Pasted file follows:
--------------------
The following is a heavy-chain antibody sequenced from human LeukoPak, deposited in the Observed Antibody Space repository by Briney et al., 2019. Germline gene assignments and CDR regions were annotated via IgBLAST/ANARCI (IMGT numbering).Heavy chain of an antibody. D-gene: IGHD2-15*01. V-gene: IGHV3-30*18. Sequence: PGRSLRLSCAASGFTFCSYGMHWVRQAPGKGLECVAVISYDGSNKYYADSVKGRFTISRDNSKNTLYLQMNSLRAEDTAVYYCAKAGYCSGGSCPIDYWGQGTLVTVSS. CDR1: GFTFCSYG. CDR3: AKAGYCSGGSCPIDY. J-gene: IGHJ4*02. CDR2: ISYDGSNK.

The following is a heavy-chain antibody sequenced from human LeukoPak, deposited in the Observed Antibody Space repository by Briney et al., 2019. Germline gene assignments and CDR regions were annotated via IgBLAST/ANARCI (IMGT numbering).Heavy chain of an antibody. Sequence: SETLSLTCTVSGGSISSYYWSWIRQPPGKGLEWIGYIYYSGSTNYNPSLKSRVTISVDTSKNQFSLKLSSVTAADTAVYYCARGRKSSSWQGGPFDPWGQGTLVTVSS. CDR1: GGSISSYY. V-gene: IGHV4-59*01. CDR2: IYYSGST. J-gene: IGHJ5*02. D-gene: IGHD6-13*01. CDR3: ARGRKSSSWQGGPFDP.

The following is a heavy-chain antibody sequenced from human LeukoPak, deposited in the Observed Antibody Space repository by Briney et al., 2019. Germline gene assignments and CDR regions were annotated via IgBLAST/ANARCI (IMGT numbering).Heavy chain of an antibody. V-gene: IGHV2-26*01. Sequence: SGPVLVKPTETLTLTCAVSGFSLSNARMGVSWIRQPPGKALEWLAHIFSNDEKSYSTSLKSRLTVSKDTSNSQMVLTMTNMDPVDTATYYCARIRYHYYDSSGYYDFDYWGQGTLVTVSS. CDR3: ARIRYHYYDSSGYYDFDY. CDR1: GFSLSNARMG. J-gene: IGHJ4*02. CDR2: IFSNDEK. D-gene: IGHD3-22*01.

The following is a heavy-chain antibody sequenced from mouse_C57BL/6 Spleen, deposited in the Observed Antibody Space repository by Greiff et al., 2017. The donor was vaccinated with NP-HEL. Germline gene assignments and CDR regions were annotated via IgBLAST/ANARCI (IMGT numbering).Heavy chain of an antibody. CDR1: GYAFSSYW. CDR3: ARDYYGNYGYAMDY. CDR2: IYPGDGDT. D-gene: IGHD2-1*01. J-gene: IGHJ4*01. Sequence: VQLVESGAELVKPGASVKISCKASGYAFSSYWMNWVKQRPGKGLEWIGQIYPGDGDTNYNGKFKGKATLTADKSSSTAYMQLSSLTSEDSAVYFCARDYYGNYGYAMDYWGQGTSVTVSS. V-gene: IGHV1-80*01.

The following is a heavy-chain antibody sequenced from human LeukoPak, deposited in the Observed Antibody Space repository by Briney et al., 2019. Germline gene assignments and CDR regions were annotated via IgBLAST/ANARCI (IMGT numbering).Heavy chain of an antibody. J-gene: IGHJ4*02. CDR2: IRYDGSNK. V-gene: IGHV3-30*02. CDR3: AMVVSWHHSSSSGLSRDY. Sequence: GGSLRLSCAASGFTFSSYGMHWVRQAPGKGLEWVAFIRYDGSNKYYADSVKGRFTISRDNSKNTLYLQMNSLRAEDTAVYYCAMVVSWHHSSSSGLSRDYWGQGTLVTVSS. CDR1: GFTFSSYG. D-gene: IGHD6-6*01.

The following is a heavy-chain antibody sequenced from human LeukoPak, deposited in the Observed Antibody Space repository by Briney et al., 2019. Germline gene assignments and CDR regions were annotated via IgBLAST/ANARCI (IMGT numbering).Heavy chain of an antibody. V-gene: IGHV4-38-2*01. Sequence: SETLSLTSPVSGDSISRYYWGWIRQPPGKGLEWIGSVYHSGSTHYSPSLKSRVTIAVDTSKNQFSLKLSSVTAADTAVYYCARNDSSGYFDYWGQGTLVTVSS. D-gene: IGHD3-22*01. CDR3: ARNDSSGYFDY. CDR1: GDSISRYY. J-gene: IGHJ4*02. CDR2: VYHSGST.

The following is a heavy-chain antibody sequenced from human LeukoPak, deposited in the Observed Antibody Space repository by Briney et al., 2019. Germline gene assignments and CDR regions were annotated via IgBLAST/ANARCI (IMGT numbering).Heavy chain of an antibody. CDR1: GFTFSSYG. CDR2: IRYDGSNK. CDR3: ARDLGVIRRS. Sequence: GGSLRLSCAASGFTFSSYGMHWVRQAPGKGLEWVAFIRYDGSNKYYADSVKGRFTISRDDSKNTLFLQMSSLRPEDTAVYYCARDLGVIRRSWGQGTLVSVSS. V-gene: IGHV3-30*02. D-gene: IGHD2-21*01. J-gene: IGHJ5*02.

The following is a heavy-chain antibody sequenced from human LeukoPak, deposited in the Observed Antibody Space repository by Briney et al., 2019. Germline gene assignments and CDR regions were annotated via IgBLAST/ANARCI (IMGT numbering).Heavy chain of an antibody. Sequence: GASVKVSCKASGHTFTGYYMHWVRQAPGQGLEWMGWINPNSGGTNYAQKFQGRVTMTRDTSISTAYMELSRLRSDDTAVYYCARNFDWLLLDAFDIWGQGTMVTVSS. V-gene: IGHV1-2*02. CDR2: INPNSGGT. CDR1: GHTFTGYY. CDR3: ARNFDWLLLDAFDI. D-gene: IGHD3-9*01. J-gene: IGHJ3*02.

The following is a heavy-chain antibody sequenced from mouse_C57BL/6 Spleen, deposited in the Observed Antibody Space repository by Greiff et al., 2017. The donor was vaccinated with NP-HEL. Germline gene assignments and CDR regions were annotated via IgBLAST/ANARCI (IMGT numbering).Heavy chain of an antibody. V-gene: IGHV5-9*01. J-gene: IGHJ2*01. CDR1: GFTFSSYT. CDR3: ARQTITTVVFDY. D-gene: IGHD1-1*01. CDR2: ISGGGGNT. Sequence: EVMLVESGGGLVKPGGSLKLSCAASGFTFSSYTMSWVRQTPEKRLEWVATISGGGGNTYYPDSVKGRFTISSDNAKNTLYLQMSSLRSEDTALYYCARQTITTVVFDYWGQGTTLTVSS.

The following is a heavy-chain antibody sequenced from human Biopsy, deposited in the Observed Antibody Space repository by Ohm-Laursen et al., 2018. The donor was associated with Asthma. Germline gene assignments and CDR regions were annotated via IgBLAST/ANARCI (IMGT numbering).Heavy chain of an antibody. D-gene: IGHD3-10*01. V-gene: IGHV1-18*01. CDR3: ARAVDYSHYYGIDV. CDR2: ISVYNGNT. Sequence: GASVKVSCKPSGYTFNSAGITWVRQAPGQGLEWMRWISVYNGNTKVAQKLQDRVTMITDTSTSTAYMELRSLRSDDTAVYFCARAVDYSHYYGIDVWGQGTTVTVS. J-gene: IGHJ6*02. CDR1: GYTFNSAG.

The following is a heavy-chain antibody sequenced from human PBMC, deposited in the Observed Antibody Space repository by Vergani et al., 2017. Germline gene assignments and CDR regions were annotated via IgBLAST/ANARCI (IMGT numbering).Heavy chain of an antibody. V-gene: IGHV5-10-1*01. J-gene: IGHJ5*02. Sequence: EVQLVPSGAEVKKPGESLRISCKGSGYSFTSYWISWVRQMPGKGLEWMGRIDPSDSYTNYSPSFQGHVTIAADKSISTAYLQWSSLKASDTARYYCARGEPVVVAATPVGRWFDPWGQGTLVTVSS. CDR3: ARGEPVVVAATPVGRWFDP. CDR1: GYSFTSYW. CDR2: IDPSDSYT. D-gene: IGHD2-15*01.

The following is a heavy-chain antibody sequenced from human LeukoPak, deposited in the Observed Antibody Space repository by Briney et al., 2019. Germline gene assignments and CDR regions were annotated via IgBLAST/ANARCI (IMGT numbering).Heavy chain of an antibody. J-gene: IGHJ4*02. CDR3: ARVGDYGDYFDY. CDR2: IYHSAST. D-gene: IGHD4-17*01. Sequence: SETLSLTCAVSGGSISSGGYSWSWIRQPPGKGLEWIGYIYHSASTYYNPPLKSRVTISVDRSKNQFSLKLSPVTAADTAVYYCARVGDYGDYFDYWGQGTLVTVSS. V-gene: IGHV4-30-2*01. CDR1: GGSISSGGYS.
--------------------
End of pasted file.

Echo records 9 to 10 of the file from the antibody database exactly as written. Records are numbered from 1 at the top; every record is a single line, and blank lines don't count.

The following is a heavy-chain antibody sequenced from mouse_C57BL/6 Spleen, deposited in the Observed Antibody Space repository by Greiff et al., 2017. The donor was vaccinated with NP-HEL. Germline gene assignments and CDR regions were annotated via IgBLAST/ANARCI (IMGT numbering).Heavy chain of an antibody. V-gene: IGHV5-9*01. J-gene: IGHJ2*01. CDR1: GFTFSSYT. CDR3: ARQTITTVVFDY. D-gene: IGHD1-1*01. CDR2: ISGGGGNT. Sequence: EVMLVESGGGLVKPGGSLKLSCAASGFTFSSYTMSWVRQTPEKRLEWVATISGGGGNTYYPDSVKGRFTISSDNAKNTLYLQMSSLRSEDTALYYCARQTITTVVFDYWGQGTTLTVSS.

The following is a heavy-chain antibody sequenced from human Biopsy, deposited in the Observed Antibody Space repository by Ohm-Laursen et al., 2018. The donor was associated with Asthma. Germline gene assignments and CDR regions were annotated via IgBLAST/ANARCI (IMGT numbering).Heavy chain of an antibody. D-gene: IGHD3-10*01. V-gene: IGHV1-18*01. CDR3: ARAVDYSHYYGIDV. CDR2: ISVYNGNT. Sequence: GASVKVSCKPSGYTFNSAGITWVRQAPGQGLEWMRWISVYNGNTKVAQKLQDRVTMITDTSTSTAYMELRSLRSDDTAVYFCARAVDYSHYYGIDVWGQGTTVTVS. J-gene: IGHJ6*02. CDR1: GYTFNSAG.